Thanks. Good evening guys. First of all, maybe is on cash flow, and Greg, I know you mentioned you will have, I think, additional cash flow in 4Q, but looking at cash flow for the year, I think last quarter, we talked about 50% conversion. I mean, are we now down to 15% to 20% conversion?

Greg Hann

No, I think at the end of the year given what we saw in Q3 what we expected to see and what we delivered I think we’ll probably be closer to 40% something like that, we’ll end the year somewhere around 40 million in free cash flow for the year. Once again we expected the first part of the year not to generate cash, we expect that the second half of the year to generate quite a bit of cash maybe a little short of what we thought in two quarters ago but I think we’ll probably in a year end up somewhere around 40.

Myles Walton - Deutsche Bank

So as we look out, I know you are not giving, it but as we look out to 2015, is the 60%, any reason to think you can't get to that target, that's usually your--?

Greg Hann

No, I mean this was the special set of circumstances when we made a decision last year to build inventory in a number of part numbers that we felt we had gaps in our portfolio to be able to service the customer. So we went into at knowing that this was a unique situation. I would expect normally as we have demonstrated in last four, five, six years at 60% probably a pretty good number.

Myles Walton - Deutsche Bank

Okay. And then I think the EPS contribution, or let's talk about it in terms of the EPS change in guidance, how much, if any of the change in guidance was due to Haas versus the legacy Wesco?

Greg Hann

I would say that the change in guidance was due to legacy Wesco I think Haas is delivering right now exactly what we anticipated.

Myles Walton - Deutsche Bank

So Haas is still $0.05 in the back half?

Greg Hann

Haas did about 3.9 million of net income this past quarter.

Operator

And our next question comes from John Godyn of Morgan Stanley. Please go ahead.

John Godyn - Morgan Stanley

Thanks for taking my question. I was just hoping to follow-up on some of the commentary that we heard about momentum with Haas and sales opportunities, but within the context of the 8% to 10% accretion math that you guys put out. I mean is the right interpretation that there's now upside to that run rate, or has something been pushed to the left? I'm just trying to kind of, think about the numbers behind the commentary that we have heard?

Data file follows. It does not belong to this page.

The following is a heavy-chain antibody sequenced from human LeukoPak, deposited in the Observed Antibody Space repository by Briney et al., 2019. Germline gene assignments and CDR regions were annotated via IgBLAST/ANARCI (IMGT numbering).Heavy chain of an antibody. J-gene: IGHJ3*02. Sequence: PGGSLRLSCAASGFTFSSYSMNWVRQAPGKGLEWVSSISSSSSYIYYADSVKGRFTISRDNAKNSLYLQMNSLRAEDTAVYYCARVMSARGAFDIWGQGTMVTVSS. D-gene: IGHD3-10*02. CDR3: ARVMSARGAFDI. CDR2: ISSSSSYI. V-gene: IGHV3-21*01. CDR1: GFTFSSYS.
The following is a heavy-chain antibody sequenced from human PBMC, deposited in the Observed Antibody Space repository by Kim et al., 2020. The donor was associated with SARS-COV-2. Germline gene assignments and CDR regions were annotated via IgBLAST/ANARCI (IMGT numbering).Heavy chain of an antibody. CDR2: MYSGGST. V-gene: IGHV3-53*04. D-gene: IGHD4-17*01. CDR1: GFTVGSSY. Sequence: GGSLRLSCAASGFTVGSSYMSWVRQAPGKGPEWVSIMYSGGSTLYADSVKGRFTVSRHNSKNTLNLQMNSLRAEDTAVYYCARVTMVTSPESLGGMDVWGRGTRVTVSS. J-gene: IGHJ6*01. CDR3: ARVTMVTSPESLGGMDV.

Greg Hann

No, I mean, we’re not ready to talk about next year. I think 8% to 10% that we said in the first year, we feel is achievable. Like I said, Haas and what we’re doing with integration from sales standpoint right now is meeting our expectations. And I think I would leave it like that right now.

John Godyn - Morgan Stanley

Okay. Okay. Fair enough. And just one more follow-up on B Aerospace. I'm just curious if you noticed any change in behavior since they put themselves up for sale?

Greg Hann

We usually don’t pay that much attention to and don’t know -- I know there isn’t lot of management change almost for the year, but we’re just concentrating on what we can do in the market not what they’re doing in the market.

Randy Snyder

Yes, I don’t think that we’re seeing any change in the way that they market, they way they compete anything like that.

Greg Hann

I don’t think there is anything back on the table in terms of major recomplete of GIT type contract or anything that’s passed in the time either. So there is been nothing of any significance.

Operator

And our next question comes from Luke Junk of Robert W. Baird. Please go ahead.

Luke Junk - Robert W. Baird

Good afternoon guys. Switching to the MRO business, I know maybe six months or so ago, before the Haas acquisition came onto your plate, you mentioned that you were readying a Phase II development for the eCommerce platform there. Has that been implemented, and if so, how it's going and just more broadly speaking, whether there's been any impact from Haas, as it relates to your ability to invest in the MRO business and the IT side?

Randy Snyder

We are not completely finished with the Phase II. The Phase II, there is more detail that you probably want, but Phase II involved 18 different enhancements, which allowed us to one it leads directly into Haas to offer a broader production offering on our MRO eCommerce platform. And that’s an area that Haas will stepping straight into so because of the Phase II work is probably shortened, our times scales and our lead time to be in a position where we can sell chemical products on the eCommerce platform, so that’s been very complementary. I don’t think Haas has done anything advanced for position in MRO. Haas came with some customers we were already in a long-term agreements scenario with the chemical product line that Wesco certainly didn’t have significant share in the hardware or the electrical product line and equally in geographies that are best suited in terms of rest of the world segment Hass brought some business that Wesco had not enjoyed in terms of customer demand. We are already seeing that we are very successful in terms of one part of the business using its relationship power to help or improve understanding of the other. So we’re very comfortable with the Haas position on MRO.

Luke Junk - Robert W. Baird

And then a quick follow-up, Greg, if you don't mind, of the overall 6% organic growth, is there a significant difference between North America and Rest of World?

Greg Hann

North America is a little bit higher than the rest of the world. That was primarily because at a customer request that was just a shift in a contract that was being supplied out of the rest of world as now at North America. Otherwise, that they were essentially they grew it about same rate.